Carving a Soap Alamo Taught Me Nothing and Everything

When I was in the fourth grade, everyone in my class carved replicas of the Alamo out of Ivory soap. When I share this with non-Texans, they tend to snicker. I mean, sure, why wouldn’t they? Children, knives, AND the Alamo… is there a more Texas school project imaginable?

Well… maybe that time I welded a barbecue pit out of a 50 gallon drum in 9th grade.

Of course, making a barbecue pit did theoretically teach me some tradable skills -- welding; cutting metal; following plans. Carving the soap Alamo? Less tangible.

Then again, I have never welded anything else in my life. Heck, I don’t even like to barbecue. But that soap project, it stuck with me. It gave me a frame. It told me a story about culture and history… not about the Alamo, per se’, but about the mythos of it, about its role as a symbol in my community’s collective sense of self.

Kill Your Heroes

Over the years, I pushed and pulled against that frame. As a child, I loved the myth. As I aged, I saw the story in more and more nuanced ways. I learned to place it in context of race and culture. In college, when I was actively killing my heroes, I reveled in destroying the myth. I, too, snickered at it all.

I may be younger than that now (to quote Dylan), but mellowing with age hasn’t made reconciling with the myth any easier. If anything, in the Era of Privilege, the idea of carving a soap Alamo is even more troubling -- almost unimaginable. Whose story are we omitting? How common is that culture we’re building? At this point, where does a soap Alamo -- let alone the actual Alamo -- fit?

Social Progress and Hard Conversations

I’m not the only one who’s spent the last several decades staring down traditions and common bonds. It seems at times that the only thing we the people have in common is the belief that we have nothing in common. We’re fractured -- fractious at times -- and in deep, very troubling ways.

Schools were once a lynchpin in crafting common experiences; it’s ultimately why soap Alamos and handprint turkeys are important. I learned nothing about Texas history in general or the Alamo specifically from the project. But it stuck with me. It informed my evolving sense of self. It was a frame against which I had to measure moral and ethical choices. What did it mean to be a Texan? How do you celebrate your heritage without whitewashing history?

The Place to Learn

Schools are the very places these questions should happen, but, sadly, we’ve left very little room for them. Over the last few years, we've made the purpose of schools all about measured achievement in specific academics (i.e., science, not art; non-fiction, not literature).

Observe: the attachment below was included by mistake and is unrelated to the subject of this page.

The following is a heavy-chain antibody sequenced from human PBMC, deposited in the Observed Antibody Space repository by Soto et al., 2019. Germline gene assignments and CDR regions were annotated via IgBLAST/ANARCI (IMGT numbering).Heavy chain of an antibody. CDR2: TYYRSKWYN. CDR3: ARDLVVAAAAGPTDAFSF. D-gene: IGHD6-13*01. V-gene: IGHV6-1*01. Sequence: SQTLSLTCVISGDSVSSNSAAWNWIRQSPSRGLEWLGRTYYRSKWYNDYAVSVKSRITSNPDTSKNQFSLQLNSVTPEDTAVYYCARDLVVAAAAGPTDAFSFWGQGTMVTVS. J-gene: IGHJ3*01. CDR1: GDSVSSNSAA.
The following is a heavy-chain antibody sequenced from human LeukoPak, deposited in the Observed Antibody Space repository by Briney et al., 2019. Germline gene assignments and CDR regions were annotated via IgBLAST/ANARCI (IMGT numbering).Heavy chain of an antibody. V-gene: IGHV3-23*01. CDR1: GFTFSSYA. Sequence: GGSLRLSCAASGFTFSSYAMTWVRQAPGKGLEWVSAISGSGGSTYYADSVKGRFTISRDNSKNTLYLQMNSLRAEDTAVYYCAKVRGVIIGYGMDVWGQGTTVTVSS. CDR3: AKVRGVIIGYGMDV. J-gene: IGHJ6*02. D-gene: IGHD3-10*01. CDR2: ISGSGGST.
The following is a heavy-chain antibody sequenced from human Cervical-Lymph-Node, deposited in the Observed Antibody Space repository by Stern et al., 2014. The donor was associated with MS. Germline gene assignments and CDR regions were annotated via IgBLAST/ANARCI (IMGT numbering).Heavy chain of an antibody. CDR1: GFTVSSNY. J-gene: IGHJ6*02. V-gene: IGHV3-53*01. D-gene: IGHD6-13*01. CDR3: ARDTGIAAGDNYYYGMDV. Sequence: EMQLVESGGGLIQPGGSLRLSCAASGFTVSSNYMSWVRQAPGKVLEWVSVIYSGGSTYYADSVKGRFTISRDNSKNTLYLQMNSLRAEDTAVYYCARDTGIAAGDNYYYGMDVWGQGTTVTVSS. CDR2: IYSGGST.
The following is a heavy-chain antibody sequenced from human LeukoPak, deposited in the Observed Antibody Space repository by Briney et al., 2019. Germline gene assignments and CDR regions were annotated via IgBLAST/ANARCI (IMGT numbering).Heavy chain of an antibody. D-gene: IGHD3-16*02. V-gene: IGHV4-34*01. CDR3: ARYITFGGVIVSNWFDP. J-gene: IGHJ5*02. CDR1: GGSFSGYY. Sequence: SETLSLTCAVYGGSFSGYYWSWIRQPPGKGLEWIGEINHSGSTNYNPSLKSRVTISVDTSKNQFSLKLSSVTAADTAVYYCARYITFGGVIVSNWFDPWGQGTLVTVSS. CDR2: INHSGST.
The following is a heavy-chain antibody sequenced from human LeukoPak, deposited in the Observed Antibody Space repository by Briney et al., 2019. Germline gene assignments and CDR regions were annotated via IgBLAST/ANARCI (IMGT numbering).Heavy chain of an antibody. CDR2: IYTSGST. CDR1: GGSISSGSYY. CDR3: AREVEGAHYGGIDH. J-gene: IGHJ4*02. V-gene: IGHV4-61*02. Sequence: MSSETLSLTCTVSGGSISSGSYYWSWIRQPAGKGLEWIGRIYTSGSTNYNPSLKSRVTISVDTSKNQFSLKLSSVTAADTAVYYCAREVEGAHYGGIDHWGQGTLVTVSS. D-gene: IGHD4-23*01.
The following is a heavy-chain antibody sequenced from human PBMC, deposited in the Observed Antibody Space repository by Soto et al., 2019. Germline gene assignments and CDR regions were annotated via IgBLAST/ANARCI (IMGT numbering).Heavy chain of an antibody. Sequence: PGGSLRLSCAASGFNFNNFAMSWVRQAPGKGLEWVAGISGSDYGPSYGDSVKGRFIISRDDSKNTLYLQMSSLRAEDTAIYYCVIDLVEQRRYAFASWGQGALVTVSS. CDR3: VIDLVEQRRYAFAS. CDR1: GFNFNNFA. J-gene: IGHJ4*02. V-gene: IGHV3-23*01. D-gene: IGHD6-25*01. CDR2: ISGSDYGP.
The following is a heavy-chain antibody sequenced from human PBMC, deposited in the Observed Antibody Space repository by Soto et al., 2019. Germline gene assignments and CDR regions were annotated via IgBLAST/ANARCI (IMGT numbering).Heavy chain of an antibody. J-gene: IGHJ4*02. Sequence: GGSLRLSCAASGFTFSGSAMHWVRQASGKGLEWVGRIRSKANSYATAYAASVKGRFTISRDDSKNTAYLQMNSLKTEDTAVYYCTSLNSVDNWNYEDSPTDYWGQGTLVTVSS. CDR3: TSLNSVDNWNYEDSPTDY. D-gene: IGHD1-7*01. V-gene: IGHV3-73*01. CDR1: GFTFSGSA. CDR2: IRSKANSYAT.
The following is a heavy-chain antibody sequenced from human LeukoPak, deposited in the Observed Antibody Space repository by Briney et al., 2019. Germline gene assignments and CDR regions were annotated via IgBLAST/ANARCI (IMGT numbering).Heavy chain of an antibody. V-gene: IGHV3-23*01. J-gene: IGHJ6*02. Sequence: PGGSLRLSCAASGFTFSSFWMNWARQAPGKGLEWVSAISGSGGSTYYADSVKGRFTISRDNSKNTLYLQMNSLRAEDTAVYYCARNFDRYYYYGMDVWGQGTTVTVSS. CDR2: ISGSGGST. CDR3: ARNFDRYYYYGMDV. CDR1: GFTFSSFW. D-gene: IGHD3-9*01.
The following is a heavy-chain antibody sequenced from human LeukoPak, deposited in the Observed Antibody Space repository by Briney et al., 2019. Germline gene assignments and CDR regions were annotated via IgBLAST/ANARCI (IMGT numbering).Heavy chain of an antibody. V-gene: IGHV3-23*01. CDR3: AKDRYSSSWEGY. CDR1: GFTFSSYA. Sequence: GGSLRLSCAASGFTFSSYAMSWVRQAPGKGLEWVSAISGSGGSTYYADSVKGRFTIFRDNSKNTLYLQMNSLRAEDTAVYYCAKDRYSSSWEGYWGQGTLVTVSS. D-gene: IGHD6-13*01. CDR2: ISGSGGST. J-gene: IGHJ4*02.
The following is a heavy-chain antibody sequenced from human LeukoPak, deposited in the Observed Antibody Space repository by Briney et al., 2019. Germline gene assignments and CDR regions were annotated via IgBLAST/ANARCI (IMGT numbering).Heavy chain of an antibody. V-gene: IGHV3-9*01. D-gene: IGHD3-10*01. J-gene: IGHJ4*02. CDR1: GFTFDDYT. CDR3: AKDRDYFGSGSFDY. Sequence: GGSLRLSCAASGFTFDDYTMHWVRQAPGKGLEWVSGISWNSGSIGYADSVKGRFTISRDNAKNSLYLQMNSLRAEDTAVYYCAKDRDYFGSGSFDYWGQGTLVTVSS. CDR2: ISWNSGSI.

In part, the shift reflects our obsession with getting our money’s worth from schools. Achievement scores in easily quantifiable areas -- like algebra -- are great metrics. You either know the Pythagorean theorem or you don’t. Writing a beautiful poem? Isn’t that in the eye of the beholder?

Along the same lines, we made schools into career preparation factories -- meaning important, high-paying technical careers. We tend to imagine the future as an even more tech-rich version of today (because we usually imagine the future as being like a supercharged version of now.) Computers and programming dominate our imagination; therefore, kids must be trained in technical subjects.

Not Less but More

To be clear, I would never argue against teaching math or science or deny the role schools must play in preparing students for college and career success. I firmly believe that education is the cornerstone of our democratic system. It prepares people to engage in civic life. It gives all people, regardless of race or income, a fairer chance in life. It represents our hope for the future and our better natures.

And while it too rarely achieves these outcomes -- especially for people of color -- all the more reason to support, grow, and engage with education. Make it better.

And we make it better by bringing back the soap Alamo… well, not the soap Alamo, per se’, but the things represented by it. The common experiences that bind people together.

Writing New Narratives

We need to confront our past in order to form a bedrock upon which to build our brighter future.

In the past, it was simpler to decide on these common experiences because we listened to fewer types of people. Now we’re trying to listen to more people (or at least some of us are trying), trying to be sensitive to our built in biases (our privilege, in the parlance of now).

All this soul searching makes building shared traditions that much harder; but it  also makes them all the more vital. The more we understand our differences, the more we need some threads of sameness. We need to be inclusive in our traditions. But we need traditions. And we need to honor them. And we need to teach them.

We don’t have to carve Alamos or make pilgrim hats, but we need to do things that give us frames, common memories, shared experiences. We need to do things that force us to talk and work through differences. We need to confront our past in order to form a bedrock upon which to build our brighter future.

And if that means spending a few hours of class time carving a tiny bald eagle out of soap, I say bring on the Ivory.

David Hargis